When it comes to suicide, no tragedy has an order of magnitude greater than any other: Stuart Adamson's body was found in a Hawaiian hotel room in late 2001 and a family lost a father, son and husband, whilst the world lost a man it treasured more than he seemed to believe.
Raised in Scotland, Adamson had found stardom in the late 1970s via the punky - but never really punk - outfit The Skids before going on to form the more inclusive Big Country in 1982. At first it seemed like an inspired choice. Fuelled by the rise of stadium rock in Britain and a wave of fascination with Celtic tinged ephemera, they sparred with U2 and Simple Minds for the nation's affection, and début album 'The Crossing' went on to sell more than two million copies worldwide.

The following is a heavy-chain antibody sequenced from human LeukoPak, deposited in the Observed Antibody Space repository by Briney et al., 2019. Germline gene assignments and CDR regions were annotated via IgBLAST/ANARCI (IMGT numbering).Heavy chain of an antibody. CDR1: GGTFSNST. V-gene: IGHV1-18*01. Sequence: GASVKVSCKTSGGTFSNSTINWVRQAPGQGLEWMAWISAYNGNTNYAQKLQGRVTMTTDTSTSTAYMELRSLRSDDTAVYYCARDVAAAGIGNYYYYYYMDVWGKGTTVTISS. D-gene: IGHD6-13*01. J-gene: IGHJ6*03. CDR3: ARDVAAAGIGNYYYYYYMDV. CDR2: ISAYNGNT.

All was not what it seemed, however. Adamson was never truly at ease with pop stardom and 'Steeltown' was bleaker and more politicised - at least obliquely - drawing its inspiration partially from the crass solipsism of Thatcherite culture. Leaving behind the e-bow effects which had become (much to the band's chagrin) their hallmark, Adamson and counter guitarist Bruce Watson instead added density and some notably harder edges, with go-to producer Steve Lillywhite playing it simple by largely eschewing the studio trickery of the day. The result was a record as honest as its predecessor, but far more complex, full of villains and victims but short on heroes.
Continue reading: Big Country - Steeltown: 30th Anniversary Edition Album Review